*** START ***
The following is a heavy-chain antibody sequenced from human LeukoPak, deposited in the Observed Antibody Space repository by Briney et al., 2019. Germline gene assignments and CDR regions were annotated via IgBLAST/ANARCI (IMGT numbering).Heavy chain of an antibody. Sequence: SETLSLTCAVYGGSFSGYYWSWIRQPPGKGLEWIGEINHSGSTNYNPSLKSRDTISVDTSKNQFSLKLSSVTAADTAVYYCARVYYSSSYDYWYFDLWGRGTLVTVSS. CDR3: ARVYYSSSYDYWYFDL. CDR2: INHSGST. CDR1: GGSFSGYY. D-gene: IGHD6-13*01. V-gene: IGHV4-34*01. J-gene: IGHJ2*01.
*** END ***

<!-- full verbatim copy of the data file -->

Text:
The following is a heavy-chain antibody sequenced from human LeukoPak, deposited in the Observed Antibody Space repository by Briney et al., 2019. Germline gene assignments and CDR regions were annotated via IgBLAST/ANARCI (IMGT numbering).Heavy chain of an antibody. Sequence: SETLSLTCAVYGGSFSGYYWSWIRQPPGKGLEWIGEINHSGSTNYNPSLKSRDTISVDTSKNQFSLKLSSVTAADTAVYYCARVYYSSSYDYWYFDLWGRGTLVTVSS. CDR3: ARVYYSSSYDYWYFDL. CDR2: INHSGST. CDR1: GGSFSGYY. D-gene: IGHD6-13*01. V-gene: IGHV4-34*01. J-gene: IGHJ2*01.